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Last Tuesday, I managed to go out and image M13 just fine, with only a couple of stars in one corner being elongated due to my focuser tilt.

Last night however, I was trying to image the Iris nebula and the stars looked awful.

I made sure to collimate and make sure the focuser screws were tightened nicely. Although I did push the mirror up slightly with the collimation screws to try and minimize the drawtube obstruction.

Collimation was done with a cheshire eyepiece and collimation cap.

My focus was also good from my bhatinov mask.

I think I know it's not caused by differential flexure, since the stars look awful even from a 5 second exposure which I've uploaded for all to see.

Could anyone help me out?

Single__0296_ISO800_5s__NA.jpg

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On 26/08/2019 at 20:11, matt_baker said:

Last Tuesday, I managed to go out and image M13 just fine, with only a couple of stars in one corner being elongated due to my focuser tilt.

Last night however, I was trying to image the Iris nebula and the stars looked awful.

I made sure to collimate and make sure the focuser screws were tightened nicely. Although I did push the mirror up slightly with the collimation screws to try and minimize the drawtube obstruction.

Collimation was done with a cheshire eyepiece and collimation cap.

My focus was also good from my bhatinov mask.

I think I know it's not caused by differential flexure, since the stars look awful even from a 5 second exposure which I've uploaded for all to see.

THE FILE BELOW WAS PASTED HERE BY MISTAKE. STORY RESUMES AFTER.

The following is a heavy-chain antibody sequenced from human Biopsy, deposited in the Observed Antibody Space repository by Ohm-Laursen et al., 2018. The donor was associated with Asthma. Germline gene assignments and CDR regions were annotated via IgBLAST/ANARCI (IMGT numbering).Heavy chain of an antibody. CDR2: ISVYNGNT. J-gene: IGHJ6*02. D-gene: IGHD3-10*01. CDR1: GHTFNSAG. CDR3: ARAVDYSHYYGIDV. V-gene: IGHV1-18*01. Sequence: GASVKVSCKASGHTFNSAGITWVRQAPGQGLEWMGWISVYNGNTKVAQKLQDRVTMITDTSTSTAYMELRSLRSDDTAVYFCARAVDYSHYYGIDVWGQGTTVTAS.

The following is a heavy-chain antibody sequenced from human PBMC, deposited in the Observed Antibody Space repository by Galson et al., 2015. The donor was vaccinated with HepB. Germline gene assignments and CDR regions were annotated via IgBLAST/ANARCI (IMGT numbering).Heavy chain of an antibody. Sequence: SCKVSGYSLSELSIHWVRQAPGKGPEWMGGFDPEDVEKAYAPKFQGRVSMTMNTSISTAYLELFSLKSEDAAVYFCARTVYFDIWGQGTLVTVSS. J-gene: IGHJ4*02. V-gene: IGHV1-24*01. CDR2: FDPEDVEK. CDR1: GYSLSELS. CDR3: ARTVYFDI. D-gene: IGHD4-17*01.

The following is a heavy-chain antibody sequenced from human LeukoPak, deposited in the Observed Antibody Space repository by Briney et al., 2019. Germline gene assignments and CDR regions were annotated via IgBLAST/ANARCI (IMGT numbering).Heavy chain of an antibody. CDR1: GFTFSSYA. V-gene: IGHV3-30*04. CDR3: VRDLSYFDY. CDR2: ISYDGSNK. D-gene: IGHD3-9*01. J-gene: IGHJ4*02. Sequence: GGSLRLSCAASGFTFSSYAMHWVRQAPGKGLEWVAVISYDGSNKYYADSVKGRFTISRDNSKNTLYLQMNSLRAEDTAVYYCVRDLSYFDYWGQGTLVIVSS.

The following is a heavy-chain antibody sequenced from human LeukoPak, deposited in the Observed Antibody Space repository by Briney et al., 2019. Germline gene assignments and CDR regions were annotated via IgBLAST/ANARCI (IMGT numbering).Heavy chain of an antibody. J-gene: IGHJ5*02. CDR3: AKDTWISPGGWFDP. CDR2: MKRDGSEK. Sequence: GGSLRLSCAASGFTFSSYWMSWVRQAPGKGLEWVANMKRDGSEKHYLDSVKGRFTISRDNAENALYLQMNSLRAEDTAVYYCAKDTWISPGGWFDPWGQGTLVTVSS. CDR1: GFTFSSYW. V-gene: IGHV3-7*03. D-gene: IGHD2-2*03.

Could anyone help me out?

Single__0296_ISO800_5s__NA.jpg

If you look closely at the corners, it will tell a story. The left side has normal coma (I assume youre using a corrector?), while the right  is a different type of distortion (radial).

That would indicate some tilt, either in the focuser, the way the corrector sits in the drawtube, or whether you have any loose connections. You might need to take time to square your focuser, simply tightening up all the screws doesnt quite mean that its pointing at the right spot on the tube wall.  You have to remove the secondary and put in a marker for where the focuser tube should be pointing. There is stuff on youtube how how to do this, but I wouldnt attempt it until you have the bits required (digital calipers etc..)

The stars in the middle are a bit so-so, but you didnt state whether you were guiding or not.

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2 hours ago, Uranium235 said:

If you look closely at the corners, it will tell a story. The left side has normal coma (I assume youre using a corrector?), while the right  is a different type of distortion (radial).